Standing out in the field of IgY Immunotechnology

  • Home
    Home A full collection of all the Research Archive entries.
  • Years
    Years Sort entries by year.
  • Tags
    Tags Displays a list of tags that have been used in the blog.
  • Archives
    Archives Contains a list of research entries that were created previously.

Acute stress during ontogeny suppresses innate, but not acquired immunity in a semi-precocial bird (Larus delawarensis).

Posted by on in 2013
  • Font size: Larger Smaller
  • Hits: 1893
  • Print

Chin EH1, Quinn JS, Burness G. 2013. Gen Comp Endocrinol. 193:185-92. doi: 10.1016/j.ygcen.2013.08.007. Epub 2013 Aug 27.

1Environmental and Life Sciences Graduate Program, Trent University, 1600 West Bank Drive, Peterborough, ON K9J 7B8, Canada. Electronic address: eunicechin@trentu.ca.

Abstract

Wild animals often encounter adverse conditions, and in response, activate their hypothalamic-pituitary-adrenal (HPA) axis. To date, work examining the development of the stress response has focused on altricial species, with little work focusing on species with other developmental patterns. Additionally, the effects of acute stress on indices of innate and adaptive immunity have been little studied in birds, particularly during development. We examined the ontogeny of the stress response in the semi-precocial ring-billed gull (Larus delawarensis). At hatch, 10, and 20days post-hatching, chicks underwent a standardized handling stress protocol, with blood samples taken within 3min of, and 30min after, initial disturbance. Levels of corticosterone (CORT), natural antibodies (NAb), complement activity, and immunoglobulins (IgY) were assessed in plasma samples. In contrast with altricial species, ring-billed gull chicks had detectible CORT levels at hatch, and were able to mount a stress response. At all ages, acute handling stress depressed NAb levels and complement-mediated lysis, but not IgY levels. IgY levels were higher in two chick broods than three chick broods, suggesting levels are determined in part by resource dependence. Our data provide insight into the development of the stress response and immune function in a colonial waterbird species, in which chicks are mobile shortly post hatch, and subject to aggression and possible injury from nearby adults.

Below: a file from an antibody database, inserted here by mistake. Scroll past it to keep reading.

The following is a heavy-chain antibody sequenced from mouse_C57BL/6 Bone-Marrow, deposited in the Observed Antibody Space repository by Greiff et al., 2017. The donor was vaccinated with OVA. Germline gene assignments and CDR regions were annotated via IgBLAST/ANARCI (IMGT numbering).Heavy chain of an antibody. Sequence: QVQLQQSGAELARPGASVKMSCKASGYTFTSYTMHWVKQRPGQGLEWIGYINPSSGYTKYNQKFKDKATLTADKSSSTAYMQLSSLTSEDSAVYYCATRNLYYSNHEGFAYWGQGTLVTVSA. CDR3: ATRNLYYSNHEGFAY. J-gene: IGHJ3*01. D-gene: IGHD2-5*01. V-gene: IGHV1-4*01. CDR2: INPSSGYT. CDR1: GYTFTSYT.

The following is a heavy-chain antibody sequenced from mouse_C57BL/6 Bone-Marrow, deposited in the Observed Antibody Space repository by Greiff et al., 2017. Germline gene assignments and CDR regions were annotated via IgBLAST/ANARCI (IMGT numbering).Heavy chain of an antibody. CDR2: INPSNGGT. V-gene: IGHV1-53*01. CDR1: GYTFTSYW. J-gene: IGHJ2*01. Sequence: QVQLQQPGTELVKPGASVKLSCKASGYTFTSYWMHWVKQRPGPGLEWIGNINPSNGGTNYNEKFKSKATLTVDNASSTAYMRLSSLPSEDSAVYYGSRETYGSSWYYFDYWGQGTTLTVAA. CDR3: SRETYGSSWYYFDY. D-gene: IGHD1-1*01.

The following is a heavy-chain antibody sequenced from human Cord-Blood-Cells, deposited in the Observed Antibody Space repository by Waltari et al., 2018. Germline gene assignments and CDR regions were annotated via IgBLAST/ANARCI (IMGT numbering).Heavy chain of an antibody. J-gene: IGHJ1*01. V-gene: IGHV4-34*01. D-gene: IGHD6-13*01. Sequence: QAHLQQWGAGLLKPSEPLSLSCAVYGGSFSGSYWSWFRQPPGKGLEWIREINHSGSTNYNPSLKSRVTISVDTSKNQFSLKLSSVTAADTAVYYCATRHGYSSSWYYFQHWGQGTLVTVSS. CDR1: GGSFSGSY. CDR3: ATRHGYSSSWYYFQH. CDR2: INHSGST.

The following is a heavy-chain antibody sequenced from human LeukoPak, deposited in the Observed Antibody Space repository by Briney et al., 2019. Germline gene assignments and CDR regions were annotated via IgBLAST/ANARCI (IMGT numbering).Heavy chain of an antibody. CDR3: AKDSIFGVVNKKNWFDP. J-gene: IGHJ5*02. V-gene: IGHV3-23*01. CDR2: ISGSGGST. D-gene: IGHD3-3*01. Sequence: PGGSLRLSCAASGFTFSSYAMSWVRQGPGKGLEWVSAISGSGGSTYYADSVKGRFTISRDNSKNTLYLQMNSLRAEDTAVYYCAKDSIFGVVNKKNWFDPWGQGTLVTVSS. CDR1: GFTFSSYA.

Copyright © 2013 Elsevier Inc. All rights reserved.

PMID:

23988691
[PubMed - in process]
Last modified on